In terms of gender balance, of the 341 trainees in 2018, 185 were young men with 156 young women. Trainees have also come from over 25 counties in Ireland which includes five in Northern Ireland.
The new funding for this year and next has the potential to deliver an additional 50 places for young people from disadvantaged backgrounds in each of those years.
Speaking at an event onboard the Brian Ború vessel at Poolbeg Yacht Club in Dublin today (Friday 11 January), Minister Kehoe commented: “Many of the young people that will selected for these projects have experienced significant difficulties and hardships in their lives.
“In some instances, the opportunities provided by Sail Training Ireland have allowed young people to turn their lives around.
“I would like to commend the work that Sail Training Ireland has undertaken in recent years and wish them well as we face into a new year.”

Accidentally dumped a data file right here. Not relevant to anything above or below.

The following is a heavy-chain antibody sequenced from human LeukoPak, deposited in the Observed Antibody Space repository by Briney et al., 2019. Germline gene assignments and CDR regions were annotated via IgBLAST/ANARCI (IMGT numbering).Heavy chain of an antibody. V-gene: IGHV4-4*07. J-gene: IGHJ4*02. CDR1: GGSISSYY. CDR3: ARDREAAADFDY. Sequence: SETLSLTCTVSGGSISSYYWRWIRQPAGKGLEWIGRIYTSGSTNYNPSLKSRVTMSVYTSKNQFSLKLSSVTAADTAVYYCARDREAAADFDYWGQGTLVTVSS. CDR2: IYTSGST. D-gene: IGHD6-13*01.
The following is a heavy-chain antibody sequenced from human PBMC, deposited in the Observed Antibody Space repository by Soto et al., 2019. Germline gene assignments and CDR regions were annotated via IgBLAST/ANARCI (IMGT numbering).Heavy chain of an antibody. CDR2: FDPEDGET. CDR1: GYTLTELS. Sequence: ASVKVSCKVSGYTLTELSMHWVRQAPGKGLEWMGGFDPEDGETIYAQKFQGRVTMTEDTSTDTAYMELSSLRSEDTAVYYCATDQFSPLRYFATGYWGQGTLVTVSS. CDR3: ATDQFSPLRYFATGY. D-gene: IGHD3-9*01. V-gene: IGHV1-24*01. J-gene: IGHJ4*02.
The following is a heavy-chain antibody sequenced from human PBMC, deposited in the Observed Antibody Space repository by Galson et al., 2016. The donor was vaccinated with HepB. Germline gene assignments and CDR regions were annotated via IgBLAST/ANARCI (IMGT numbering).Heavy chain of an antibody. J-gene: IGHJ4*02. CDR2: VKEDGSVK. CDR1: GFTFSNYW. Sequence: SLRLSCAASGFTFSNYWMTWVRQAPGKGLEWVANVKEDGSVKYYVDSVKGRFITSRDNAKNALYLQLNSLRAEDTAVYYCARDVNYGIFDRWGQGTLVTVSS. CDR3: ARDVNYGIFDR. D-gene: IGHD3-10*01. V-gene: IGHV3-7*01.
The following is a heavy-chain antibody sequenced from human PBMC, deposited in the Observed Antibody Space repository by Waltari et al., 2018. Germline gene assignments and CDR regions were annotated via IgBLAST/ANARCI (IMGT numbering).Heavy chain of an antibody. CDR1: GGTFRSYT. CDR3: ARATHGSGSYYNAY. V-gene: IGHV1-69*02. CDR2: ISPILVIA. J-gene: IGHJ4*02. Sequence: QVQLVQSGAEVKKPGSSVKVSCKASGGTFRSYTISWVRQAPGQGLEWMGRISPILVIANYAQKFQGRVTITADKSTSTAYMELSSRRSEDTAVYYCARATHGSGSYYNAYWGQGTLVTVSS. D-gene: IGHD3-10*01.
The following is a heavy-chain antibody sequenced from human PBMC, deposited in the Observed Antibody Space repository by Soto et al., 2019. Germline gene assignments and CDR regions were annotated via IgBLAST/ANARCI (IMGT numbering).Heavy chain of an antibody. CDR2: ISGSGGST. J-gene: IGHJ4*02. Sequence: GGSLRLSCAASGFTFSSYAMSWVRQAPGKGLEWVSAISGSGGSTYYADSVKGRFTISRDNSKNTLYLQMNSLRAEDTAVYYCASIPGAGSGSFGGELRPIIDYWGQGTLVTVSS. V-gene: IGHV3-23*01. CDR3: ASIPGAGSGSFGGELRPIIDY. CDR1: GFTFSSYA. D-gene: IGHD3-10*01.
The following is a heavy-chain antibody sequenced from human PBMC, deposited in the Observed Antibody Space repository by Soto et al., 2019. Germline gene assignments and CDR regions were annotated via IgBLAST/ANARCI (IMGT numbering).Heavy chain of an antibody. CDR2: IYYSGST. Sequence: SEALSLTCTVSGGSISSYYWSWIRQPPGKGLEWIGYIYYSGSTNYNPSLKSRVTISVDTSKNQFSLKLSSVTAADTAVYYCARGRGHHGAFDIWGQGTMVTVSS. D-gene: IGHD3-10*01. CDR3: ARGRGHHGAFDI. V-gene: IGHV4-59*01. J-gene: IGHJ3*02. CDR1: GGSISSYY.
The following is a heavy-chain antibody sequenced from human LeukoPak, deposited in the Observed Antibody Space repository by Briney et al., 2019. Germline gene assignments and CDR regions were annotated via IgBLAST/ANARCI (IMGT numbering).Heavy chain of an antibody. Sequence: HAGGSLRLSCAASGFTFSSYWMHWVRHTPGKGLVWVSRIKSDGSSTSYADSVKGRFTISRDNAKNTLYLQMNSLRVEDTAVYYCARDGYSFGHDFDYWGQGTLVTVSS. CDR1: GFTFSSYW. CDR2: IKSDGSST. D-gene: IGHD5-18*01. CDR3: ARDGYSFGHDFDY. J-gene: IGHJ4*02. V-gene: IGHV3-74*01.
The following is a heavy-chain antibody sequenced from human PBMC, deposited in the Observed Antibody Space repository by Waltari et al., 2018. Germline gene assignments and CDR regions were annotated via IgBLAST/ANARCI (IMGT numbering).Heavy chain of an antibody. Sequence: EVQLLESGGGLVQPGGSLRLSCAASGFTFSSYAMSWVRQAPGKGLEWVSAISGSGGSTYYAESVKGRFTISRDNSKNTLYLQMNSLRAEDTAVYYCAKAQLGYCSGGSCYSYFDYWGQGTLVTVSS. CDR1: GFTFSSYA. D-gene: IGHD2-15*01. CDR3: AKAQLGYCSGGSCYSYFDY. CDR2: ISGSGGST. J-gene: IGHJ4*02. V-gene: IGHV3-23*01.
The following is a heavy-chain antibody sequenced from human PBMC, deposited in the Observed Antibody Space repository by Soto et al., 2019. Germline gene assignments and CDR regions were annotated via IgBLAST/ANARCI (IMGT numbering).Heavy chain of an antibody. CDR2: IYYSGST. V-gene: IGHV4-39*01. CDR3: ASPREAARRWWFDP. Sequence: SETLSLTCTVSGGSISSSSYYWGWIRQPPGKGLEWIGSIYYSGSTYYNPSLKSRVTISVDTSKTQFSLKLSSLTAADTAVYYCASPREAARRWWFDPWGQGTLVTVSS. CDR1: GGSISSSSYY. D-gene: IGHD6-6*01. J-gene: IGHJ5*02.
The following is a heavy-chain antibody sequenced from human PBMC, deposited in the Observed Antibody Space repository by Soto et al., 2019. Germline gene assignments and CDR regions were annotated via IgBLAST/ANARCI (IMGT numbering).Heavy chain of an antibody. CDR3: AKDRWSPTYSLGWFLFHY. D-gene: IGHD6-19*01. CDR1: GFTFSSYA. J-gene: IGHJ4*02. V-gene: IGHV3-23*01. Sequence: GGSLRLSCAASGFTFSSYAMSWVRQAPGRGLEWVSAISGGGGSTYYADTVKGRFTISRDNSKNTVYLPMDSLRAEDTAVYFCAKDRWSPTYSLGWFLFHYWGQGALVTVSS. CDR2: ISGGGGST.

Minister McGrath added: “Sail Training Ireland once again have shown their commitment to working with people with a disability and I am delighted to be part of today's event.
"Officials from the Department of Defence are engaging with the chief executive and chairman of Sail Training Ireland to ensure child safeguarding procedures are in place and to finalise appropriate governance and financial requirements, in advance of the grant being paid.
"At the end of two year period, a review of the outputs and outcomes of the expenditure will be undertaken by my department."